Especially in light of environmental, social, and governance (ESG) objectives, the importance of a cooling system that delivers efficiency at any load, in any climate, and in any location has never been more critical.
Higher Density Without Stranded Capacity
A new approach was born out of the understanding that the data center cooling problem is actually a heat removal problem. So instead of blowing cold air into the data center, this new cooling solution removes the heat. Removing heat at its source takes far less energy than making outside air cold and blowing it into the data centers to mix with hot air.
A close-coupled heat removal system allows customers to run racks at different densities in the same pod without worrying about hot spots. It also allows customers to run higher densities without having to spread their racks apart, which strands capacity. It works by capturing and containing the heated air exhausted from the equipment and channeling it through an efficient primary unit, where the heat is absorbed and then removed at the source. The heat is then transported to another unit, where it is rejected into the atmosphere. This not only reduces the water flow requirements but also results in a reduction in piping costs. Less water means less piping and pumping.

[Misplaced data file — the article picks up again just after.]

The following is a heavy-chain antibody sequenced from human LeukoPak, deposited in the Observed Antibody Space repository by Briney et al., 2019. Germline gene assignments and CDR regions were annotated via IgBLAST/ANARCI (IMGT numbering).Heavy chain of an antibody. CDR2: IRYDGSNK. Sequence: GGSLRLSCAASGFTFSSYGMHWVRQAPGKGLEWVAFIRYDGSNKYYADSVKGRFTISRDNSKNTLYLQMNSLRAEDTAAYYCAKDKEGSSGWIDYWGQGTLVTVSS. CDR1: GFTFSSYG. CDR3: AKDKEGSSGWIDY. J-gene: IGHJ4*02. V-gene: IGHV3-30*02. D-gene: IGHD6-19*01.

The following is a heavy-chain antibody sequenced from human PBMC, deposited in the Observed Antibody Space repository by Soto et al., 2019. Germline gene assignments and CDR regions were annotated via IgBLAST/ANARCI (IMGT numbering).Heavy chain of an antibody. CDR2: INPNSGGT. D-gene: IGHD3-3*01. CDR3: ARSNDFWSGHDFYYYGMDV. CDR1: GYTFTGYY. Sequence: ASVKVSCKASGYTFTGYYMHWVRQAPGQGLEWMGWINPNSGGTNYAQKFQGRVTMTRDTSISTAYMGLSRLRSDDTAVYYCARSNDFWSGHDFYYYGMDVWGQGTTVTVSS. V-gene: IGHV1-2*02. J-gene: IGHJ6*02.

Heat is absorbed and transported by the first unit, but it is the second unit that rejects the heat into the atmosphere. The secondary unit is an air-cooled adiabatic assisted cooling system comprised of a dry fluid cooler with an indirect evaporative cooling mode and an integrated chiller heat rejection system. Because it is a closed system decoupled from the air handler, there are no external environmental risks or temperature and humidity fluctuations.
Responsive to Workloads